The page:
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Emily Turner’s daughter, Lyla, hasn’t attended school for two weeks.

The Halifax Regional Centre for Education told her mother not to send her daughter to school for her safety while education program assistants and other support staff throughout the city are on strike.

Around 1,800 EAs and support workers in Halifax schools walked off the job on May 10 after rejecting the offer by the provincial government to increase wages by 6.5 per cent over three years. While workers in other parts of the province settled, those in Halifax, who make up nearly half of the total number in Nova Scotia, say the government’s offer doesn’t even meet the living wage in the city.

The Canadian Centre for Policy Alternatives reported in September that the living wage in Halifax is $23.50 an hour. And while the average median wage for education assistants in Canada is $23 an hour, the Nova Scotia government is offering its lowest-paid EAs just $16 an hour.

Lyla was born with a rare cognitive and physical condition, and is non-verbal, relies on mobility aids, and is tube fed. As a result, Lyla depends on her EA to get her through her day. She supports not just her education but also helps her with physical therapy.

“They do her feeds, they watch her if she has a seizure, and she needs anything. It’s one massive undertaking they take on with a medically complex child like mine,” Ms. Turner said.

She said the strike has been hard on her daughter. She misses the socialization and therapy she would get at school.

“The amount of children that don’t have support right now is staggering. This has to be resolved sooner than later,” she added.

Marlene Ferguson, one of the EAs picketing outside Halifax schools, has been an EA for 18 years and some of her students have autism, ADHD and PTSD.

She doesn’t feel fairly compensated for her work, making between $700 and $800 every two weeks, especially since she finds children require so much more support than they did five or 10 years ago.

“The message seems to be that we’re not valued.”

Chris Melanson, the president of CUPE 5047, the union representing support workers and EAs in Nova Scotia, says their wages are insulting. He has worked as an EA for 28 years and only makes $38,000 annually.

“I do not know any other industry, company, organization that would allow somebody that they call integral to barely make a living wage,” he said.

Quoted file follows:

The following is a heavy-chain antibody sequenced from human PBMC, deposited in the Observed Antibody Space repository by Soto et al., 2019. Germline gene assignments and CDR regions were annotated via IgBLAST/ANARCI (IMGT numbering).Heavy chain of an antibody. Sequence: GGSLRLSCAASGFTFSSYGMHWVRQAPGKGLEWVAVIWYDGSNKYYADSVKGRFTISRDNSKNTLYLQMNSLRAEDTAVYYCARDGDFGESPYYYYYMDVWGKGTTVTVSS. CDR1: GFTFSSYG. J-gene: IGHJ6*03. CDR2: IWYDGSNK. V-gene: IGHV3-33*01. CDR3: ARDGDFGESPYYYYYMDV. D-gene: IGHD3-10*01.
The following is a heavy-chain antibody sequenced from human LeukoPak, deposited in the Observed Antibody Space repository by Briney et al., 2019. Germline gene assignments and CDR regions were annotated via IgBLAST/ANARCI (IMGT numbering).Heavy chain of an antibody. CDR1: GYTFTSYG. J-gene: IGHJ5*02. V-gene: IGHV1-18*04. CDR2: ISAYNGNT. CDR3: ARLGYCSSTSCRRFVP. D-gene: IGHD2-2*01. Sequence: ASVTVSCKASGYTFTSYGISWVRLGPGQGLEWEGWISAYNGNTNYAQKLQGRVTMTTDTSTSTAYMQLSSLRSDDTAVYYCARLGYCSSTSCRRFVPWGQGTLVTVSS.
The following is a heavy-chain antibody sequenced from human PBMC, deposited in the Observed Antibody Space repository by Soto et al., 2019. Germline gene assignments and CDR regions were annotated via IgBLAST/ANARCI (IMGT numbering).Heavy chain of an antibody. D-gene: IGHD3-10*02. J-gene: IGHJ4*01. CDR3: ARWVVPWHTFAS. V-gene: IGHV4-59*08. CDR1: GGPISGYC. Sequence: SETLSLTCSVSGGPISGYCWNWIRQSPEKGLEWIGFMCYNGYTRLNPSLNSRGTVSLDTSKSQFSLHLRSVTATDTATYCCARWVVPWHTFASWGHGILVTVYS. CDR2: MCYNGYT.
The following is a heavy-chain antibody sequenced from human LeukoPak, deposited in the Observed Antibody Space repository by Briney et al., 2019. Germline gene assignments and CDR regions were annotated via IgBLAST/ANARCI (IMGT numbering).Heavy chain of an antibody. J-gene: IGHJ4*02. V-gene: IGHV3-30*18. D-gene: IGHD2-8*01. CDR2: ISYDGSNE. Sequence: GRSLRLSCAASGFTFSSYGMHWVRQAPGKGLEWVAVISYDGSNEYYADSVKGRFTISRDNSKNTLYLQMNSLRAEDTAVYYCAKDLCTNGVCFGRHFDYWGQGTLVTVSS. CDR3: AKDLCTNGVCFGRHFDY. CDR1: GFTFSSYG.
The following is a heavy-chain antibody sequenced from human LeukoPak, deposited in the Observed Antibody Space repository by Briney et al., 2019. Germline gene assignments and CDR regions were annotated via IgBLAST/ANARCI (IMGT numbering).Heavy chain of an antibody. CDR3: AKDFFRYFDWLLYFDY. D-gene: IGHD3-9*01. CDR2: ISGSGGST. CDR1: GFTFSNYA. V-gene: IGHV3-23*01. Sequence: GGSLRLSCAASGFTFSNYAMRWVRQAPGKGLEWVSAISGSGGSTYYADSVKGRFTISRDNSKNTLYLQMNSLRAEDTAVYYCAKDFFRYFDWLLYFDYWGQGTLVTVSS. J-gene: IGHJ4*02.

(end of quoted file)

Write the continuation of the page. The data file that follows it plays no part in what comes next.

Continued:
He added that many EAs and support staff work two or three jobs to make ends meet. Some have even left the field for fast-food or retail because of the low wages and the tough nature of the work.

The situation isn’t unique to Nova Scotia. EAs in Ontario are also suffering, said Colleen Dietrich Sisson, the president of the Education Assistants Association in Ontario.

Between low wages, irregular hours, and insufficient staff, she said that EAs are burning out and struggling to maintain their physical and mental health.

“We’re not being treated the same as teachers and other staff,” said Ms. Dietrich Sisson.

Last November, 55,000 Ontario support workers avoided a strike after getting a last-minute deal with the government.

Ms. Dietrich Sisson said she would love to see EAs get the hours and pay they deserve; she suggested somewhere between $50,000 and $60,000 a year. EAs in Ontario usually only make around $39,000 a year, she added.

Allan MacMaster, the Nova Scotia Minister of Labour Relations, said in an e-mailed statement that the province is disappointed that the Halifax support workers rejected the offer after the rest of the province accepted it.

“We believe the wage package offered is fair – and so did the majority of CUPE-represented members across the province,” the statement read, adding that the province and board are working to minimize the impact on students. As of May 13, the Halifax Regional Education Centre has been looking to hire temporary replacement staff to get students back in the classroom.

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